Anthony Davis is a basketball savant. He (and James) both have forgotten more about the game than most of us will ever know. So how could the two of them not see the same things we’ve been seeing all season when it comes to Rondo? Is it just that he’s their friend? Is it a belief he’ll play up to past reputation eventually? Are they just too close to the situation to see how much he’s declined?
My working theory, in part based on what Davis said above — and things both he and James have said throughout the year — is that a big chunk of this is that NBA players see the game differently than we do. While those of on the outside often are just looking for the simplest answer or most effective play, we sometimes ignore the physical demands such strategies can take.
Playing NBA basketball is hard, especially the way the Lakers do it. They like to get out and run, and they like to have their two large, physical stars make plays off the dribble. But for guys James and Davis’ size, it must be nice to get some easier buckets, to get passes right where you want them, even if it sometimes comes with a few turnovers, defensive miscues and cramped spacing.
Austin Rivers is defending Rajon Rondo on both of these possessions.— Cranjis McBasketball (@Tim_NBA) September 5, 2020
Look at how much space they're giving him. Total disrespect of his 3-point shooting (and rightfully so).
If Rondo's not setting flare screens for teammates (look at the pic on the right) he kills LA's offense. pic.twitter.com/BtivgtQMFm
Essentially, the team sees the intangibles, things that stats and sometimes even the eye test don’t pick up. James recognizes Rondo as someone who understands offense as well as he does, with the same photographic recall and endless film study. Davis remembers the guy who helped him go as far in the playoffs in New Orleans as he’d ever gone until this year. Where we see useless ball-pounding, they see patiently surveying the floor, trying to help the team run offense. Where we see carelessness, they see swag.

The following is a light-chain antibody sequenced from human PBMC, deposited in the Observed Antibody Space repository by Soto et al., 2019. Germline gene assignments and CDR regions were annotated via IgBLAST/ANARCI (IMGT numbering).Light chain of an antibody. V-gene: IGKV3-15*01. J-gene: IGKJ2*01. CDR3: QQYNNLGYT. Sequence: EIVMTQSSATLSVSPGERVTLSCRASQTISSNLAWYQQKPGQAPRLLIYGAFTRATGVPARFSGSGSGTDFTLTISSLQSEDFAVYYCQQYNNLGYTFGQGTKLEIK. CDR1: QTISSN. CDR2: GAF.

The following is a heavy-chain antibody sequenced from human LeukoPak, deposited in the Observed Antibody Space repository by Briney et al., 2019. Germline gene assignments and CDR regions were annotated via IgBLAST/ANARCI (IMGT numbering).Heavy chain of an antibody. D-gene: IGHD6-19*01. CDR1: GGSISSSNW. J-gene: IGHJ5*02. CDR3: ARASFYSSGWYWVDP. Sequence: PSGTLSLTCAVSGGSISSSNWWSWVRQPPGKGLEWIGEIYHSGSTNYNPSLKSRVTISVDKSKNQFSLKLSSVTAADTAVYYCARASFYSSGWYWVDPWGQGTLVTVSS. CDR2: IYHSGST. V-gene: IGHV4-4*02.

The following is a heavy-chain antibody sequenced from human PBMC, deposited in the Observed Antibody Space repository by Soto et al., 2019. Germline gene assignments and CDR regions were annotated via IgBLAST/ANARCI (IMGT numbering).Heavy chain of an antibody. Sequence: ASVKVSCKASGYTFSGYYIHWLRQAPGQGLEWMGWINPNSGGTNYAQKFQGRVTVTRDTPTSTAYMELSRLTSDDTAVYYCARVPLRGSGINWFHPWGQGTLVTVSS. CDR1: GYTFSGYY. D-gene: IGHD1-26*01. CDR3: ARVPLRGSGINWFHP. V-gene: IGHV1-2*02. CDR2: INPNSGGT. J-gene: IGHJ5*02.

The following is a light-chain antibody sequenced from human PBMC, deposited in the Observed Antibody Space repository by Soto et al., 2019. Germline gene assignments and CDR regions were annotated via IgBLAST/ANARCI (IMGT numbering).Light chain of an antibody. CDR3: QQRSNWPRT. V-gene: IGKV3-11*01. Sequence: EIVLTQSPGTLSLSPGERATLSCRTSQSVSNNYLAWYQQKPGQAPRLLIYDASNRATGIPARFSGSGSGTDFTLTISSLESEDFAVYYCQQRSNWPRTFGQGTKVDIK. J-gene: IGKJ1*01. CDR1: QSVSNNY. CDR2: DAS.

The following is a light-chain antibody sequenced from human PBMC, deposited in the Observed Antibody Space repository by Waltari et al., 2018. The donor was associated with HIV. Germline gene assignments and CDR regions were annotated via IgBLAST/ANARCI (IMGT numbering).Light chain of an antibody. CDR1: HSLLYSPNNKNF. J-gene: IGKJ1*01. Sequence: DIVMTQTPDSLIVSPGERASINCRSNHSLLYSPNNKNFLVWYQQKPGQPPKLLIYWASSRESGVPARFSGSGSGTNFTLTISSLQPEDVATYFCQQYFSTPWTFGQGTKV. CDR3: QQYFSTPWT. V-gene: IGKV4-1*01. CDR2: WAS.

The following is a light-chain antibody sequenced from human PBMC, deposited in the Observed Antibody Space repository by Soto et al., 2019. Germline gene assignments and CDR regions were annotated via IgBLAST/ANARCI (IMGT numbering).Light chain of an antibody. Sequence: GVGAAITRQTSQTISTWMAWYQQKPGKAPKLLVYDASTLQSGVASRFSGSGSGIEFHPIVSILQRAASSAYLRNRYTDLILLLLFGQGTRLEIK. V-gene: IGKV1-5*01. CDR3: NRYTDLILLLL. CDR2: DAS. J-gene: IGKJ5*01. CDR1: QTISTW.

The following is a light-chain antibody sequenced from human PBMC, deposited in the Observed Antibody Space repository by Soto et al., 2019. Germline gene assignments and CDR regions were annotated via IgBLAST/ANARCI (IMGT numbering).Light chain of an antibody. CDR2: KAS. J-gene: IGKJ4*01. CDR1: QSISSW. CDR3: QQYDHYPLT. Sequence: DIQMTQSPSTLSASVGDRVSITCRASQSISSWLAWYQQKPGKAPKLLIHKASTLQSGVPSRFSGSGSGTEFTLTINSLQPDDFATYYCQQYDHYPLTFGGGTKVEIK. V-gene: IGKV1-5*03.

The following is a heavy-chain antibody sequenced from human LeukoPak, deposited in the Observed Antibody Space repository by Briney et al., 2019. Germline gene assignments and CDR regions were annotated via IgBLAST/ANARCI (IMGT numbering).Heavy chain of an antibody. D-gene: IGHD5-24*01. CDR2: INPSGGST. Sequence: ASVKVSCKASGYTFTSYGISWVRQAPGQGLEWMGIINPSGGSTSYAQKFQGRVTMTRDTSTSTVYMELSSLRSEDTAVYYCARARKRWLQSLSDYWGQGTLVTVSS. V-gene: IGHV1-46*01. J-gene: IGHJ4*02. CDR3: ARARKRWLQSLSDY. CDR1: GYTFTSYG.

“Our guys’ IQ raises when he’s on the court,” Vogel said after Game 1.
The problem is, the Lakers are at the point where every game and possession matters, and after months away from the court, it’s not clear that Rondo can help them right away. He certainly didn’t in Game 1.
“It is a challenge, working in a new player to your rotation at this stage in the playoffs, but Rajon is one of the smartest players in the league,” Vogel said.
“He made some shots today, made some good plays for us. It’s more so I think his wind,” Davis added. “Playing in the game and getting that game conditioning is tough when you haven’t played, and then your first game is in the Western semis.”
That does indeed sound tough. It also begs the question of why the Lakers should even attempt it, given the stakes of a second-round playoff series and how well they were rolling before. But the answer to any doubts about that is simple. Just as they’ve felt all season, the Lakers are confident Rondo will be able to make a positive difference when it matters.
“He’s definitely going to help us this series,” Vogel said.
“He’s a great player and a great cerebral player,” Davis added. “He knows the game very well, so it’s not going to take him that much time to get back (and) acclimated with the team.”
The Lakers will certainly have to hope Davis is right. Because they don’t have much time, and if they’re wrong about Rondo, Friday won’t be the last time his name is a trending topic.